Female genital mutilation
- Parliamentary Assembly
- (see Doc. 9076, report of the Committee on Equal Opportunities for Women and Men, rapporteur: Mrs Vermot-Mangold). Text adopted by the Standing Committee, acting on behalf of the Assembly, on 22 May 2001
The Assembly recalls and reaffirms Resolution 1018 (1994)
and Recommendation 1229 (1994)
on equality of rights between women and men and the Declaration on Equality of Women and Men adopted by the Committee of Ministers on 16 November 1988. It also recalls the European Convention on the Exercise of Children’s Rights (1996), ETS No. 160, as well as Recommendation 1371 (1998)
, banning the abuse and neglect of children.
2. The Assembly also refers to Articles 2 and 3 of the European Convention on Human Rights, Article 25 of the Universal Declaration of Human Rights, Article 12.1 of the International Covenant on Economic, Social and Cultural Rights and Article 16 of the African Charter on Human and Peoples’ Rights.
3. The Assembly also endorses the position of the World Health Organisation, Unicef, the Office of the United Nations High Commissioner for Refugees and the United Nations Commission on Human Rights, which have described genital mutilation as torture and called for it to be banned and the perpetrators prosecuted in accordance with the texts resulting from the United Nations Cairo Conference (1994) and Beijing Conference (1995).
4. The Assembly declares that the universal principles of respect for individuals and their inalienable right to bodily integrity, as well as complete equality between men and women, must take precedence over customs and traditions.
5. Every year, 2 million women reaching the end of their pregnancies are at risk because they have suffered genital mutilation. Moreover, the practice appears to be becoming increasingly common in Council of Europe member states, especially among immigrant communities.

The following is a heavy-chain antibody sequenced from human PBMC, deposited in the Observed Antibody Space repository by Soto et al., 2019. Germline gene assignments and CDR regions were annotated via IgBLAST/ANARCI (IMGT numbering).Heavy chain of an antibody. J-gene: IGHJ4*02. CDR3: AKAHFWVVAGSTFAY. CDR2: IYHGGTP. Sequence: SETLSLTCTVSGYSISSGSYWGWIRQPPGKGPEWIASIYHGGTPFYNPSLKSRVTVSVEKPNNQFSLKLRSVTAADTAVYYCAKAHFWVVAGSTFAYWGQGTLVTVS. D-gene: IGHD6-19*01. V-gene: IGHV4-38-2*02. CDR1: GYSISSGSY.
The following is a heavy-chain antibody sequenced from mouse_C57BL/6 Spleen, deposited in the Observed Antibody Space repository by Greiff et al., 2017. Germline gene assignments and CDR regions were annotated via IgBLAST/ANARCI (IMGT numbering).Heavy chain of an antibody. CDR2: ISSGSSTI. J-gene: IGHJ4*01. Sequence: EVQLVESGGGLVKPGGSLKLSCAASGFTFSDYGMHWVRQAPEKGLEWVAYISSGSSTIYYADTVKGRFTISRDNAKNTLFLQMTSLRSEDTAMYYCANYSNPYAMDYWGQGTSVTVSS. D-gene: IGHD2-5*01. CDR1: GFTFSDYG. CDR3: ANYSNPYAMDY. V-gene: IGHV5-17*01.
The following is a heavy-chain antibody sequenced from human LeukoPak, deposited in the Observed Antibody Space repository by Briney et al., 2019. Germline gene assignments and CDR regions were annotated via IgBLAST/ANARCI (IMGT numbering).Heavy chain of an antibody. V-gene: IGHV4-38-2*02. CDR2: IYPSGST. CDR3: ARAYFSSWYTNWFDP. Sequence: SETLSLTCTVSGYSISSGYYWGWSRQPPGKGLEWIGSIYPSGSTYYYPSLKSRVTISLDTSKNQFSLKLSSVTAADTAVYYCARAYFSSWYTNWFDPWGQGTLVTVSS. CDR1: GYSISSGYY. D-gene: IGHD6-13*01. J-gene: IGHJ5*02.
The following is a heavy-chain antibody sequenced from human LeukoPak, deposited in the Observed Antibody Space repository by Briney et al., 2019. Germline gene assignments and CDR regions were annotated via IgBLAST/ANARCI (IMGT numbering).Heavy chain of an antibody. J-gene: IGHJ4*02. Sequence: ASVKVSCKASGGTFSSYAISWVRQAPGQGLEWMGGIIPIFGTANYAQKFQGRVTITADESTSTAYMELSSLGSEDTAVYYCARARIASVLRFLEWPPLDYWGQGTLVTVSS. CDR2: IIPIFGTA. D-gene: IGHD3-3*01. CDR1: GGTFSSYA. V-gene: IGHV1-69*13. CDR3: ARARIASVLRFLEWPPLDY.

6. It is therefore a matter of urgency to make a distinction between the need to tolerate and protect minority cultures and turning a blind eye to customs that amount to torture and inhuman or barbaric treatment of the type the Council of Europe wishes to eradicate.
7. Genital mutilation should be regarded as inhuman and degrading treatment within the meaning of Article 3 of the European Convention on Human Rights, even if carried out under hygienic conditions by competent personnel.
8. The Assembly underlines the serious consequences for the victims, in particular the direct impact on their physical health of infections caused by lack of hygiene leading to diseases such as Aids, and serious psychological complications.
9. It condemns the increase in the number of forced marriages, which make girls even more vulnerable, and virginity tests.
10. In this connection, non-governmental organisations (NGOs) will have a key role to play in combating genital mutilation by enabling girls and young women to become involved in local communities and helping to devise prevention programmes and information campaigns aimed at eradicating the practice.
The Assembly calls on the governments of member states:
11.1 to introduce specific legislation prohibiting genital mutilation and declaring genital mutilation to be a violation of human rights and bodily integrity;
11.2 to take steps to inform all people about the legislation banning the practice before they enter Council of Europe member states;
11.3 to adopt more flexible measures for granting the right of asylum to mothers and their children who fear being subjected to such practices;
11.4 to adopt specific time limits for prosecution that enable the victims to go to court when they reach the age of majority, and to grant organisations the right to bring action;
11.5 to prosecute the perpetrators and their accomplices, including family members and health personnel, on criminal charges of violence leading to mutilation, including cases where such mutilation is committed abroad;
11.6 to conduct information and public awareness-raising campaigns to inform health personnel, refugee groups and all groups concerned by this question about the dangerous consequences of genital mutilation for the health, physical well-being and dignity of the women concerned, about their right to personal fulfilment and about the customs and traditions that are in contradiction with human rights;
11.7 to introduce sex education classes in schools and all relevant groups to inform young people about the consequences of genital mutilation;
11.8 to make sure that any marriages involving young girls under marriageable age are preceded by interviews between the girls concerned and an administrative or judicial authority to ensure that the girls have given their full consent to such marriages;
11.9 to ratify, as a matter of priority, the relevant international conventions with a view to harmonising legislation on women’s rights, in particular the United Nations Convention on the Rights of the Child and the United Nations Convention on the Elimination of All Forms of Discrimination against Women, and to ensure that they ratify them without reservations.